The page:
This is one of the 100 recipes of the IPython Cookbook, the definitive guide to high-performance scientific computing and data science in Python.

11.1. Manipulating the exposure of an image

You need scikit-image for this recipe. You will find the installation instructions here.

You also need to download the Beach dataset. (

  1. Let's import the packages.
In [ ]:
import numpy as np
import matplotlib as mpl
import matplotlib.pyplot as plt
import skimage.exposure as skie
%matplotlib inline
  1. We open an image with matplotlib. We only take a single RGB component to have a grayscale image.
In [ ]:
img = plt.imread('data/pic1.jpg')[...,0]
  1. We create a function that displays the image along with its histogram.
In [ ]:
def show(img):
    # Display the image.
    # Display the histogram.
    plt.hist(img.ravel(), lw=0, bins=256);
    plt.xlim(0, img.max());
  1. Let's display the image along with its histogram.
In [ ]:

The histogram is unbalanced and the image appears slightly over-exposed.

  1. Now, we rescale the intensity of the image using scikit-image's rescale_intensity function. The in_range and out_range define a linear mapping from the original image to the modified image. The pixels that are outside in_range are clipped to the extremal values of out_range. Here, the darkest pixels (intensity less than 100) become completely black (0), whereas the brightest pixels (>240) become completely white (255).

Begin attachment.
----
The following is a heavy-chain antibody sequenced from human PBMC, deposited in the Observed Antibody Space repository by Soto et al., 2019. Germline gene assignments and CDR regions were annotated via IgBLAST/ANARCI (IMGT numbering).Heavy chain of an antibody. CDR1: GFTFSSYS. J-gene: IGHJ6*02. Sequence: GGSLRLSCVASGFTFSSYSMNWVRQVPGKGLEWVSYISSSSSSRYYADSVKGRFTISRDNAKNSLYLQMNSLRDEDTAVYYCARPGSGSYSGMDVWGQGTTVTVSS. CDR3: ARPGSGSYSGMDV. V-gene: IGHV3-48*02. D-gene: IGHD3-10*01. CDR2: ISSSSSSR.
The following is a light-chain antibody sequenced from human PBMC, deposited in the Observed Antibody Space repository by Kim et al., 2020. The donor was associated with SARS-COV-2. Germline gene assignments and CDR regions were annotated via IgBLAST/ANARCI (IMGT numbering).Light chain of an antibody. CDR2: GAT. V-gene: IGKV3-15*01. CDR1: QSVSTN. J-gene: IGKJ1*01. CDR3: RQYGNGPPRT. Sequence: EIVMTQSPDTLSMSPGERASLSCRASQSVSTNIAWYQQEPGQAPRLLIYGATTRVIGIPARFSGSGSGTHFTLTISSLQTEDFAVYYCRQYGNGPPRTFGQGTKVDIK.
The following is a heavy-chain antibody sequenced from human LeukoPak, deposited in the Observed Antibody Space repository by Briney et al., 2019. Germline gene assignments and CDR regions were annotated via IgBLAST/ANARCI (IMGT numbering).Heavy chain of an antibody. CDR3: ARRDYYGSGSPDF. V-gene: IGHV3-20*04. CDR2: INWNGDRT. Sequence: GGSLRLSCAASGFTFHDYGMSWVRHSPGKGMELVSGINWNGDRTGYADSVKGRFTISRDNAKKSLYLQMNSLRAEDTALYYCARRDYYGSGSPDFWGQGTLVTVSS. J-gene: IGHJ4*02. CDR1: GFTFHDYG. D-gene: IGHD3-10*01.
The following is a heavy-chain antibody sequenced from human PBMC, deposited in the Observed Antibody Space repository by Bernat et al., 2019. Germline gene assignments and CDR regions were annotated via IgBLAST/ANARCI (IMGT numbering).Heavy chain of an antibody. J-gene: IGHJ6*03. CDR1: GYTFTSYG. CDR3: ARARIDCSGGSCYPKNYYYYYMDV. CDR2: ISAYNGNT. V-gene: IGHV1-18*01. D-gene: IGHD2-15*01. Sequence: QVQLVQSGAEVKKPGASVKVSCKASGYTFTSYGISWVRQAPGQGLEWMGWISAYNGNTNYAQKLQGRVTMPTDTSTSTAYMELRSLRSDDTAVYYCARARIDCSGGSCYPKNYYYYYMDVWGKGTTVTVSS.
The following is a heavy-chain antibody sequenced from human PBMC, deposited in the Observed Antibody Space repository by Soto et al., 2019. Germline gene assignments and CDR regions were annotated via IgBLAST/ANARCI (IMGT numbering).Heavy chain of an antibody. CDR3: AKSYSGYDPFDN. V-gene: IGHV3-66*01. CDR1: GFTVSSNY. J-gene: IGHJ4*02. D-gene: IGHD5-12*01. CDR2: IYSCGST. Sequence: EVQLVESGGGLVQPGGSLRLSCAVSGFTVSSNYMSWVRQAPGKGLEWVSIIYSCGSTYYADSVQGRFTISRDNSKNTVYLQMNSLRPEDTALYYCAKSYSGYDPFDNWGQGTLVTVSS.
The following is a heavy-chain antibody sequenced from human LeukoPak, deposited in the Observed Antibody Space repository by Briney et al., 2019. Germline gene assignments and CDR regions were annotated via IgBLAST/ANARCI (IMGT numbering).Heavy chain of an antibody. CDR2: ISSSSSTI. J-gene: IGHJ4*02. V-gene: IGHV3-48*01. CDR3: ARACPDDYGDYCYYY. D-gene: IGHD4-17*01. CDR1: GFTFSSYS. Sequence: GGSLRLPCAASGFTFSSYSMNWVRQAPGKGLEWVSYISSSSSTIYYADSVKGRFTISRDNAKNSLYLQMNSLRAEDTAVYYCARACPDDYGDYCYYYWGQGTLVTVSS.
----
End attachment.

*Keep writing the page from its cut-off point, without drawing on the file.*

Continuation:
In [ ]:
     in_range=(100, 240), out_range=(0, 255)))

Many intensity values seem to be missing in the histogram, which reflects the poor quality of this exposure correction technique.

  1. We now use a more advanced exposure correction technique called Contrast Limited Adaptive Histogram Equalization.
In [ ]:

The histogram seems more balanced, and the image now appears more contrasted.

You'll find all the explanations, figures, references, and much more in the book (to be released later this summer).

IPython Cookbook, by Cyrille Rossant, Packt Publishing, 2014 (500 pages).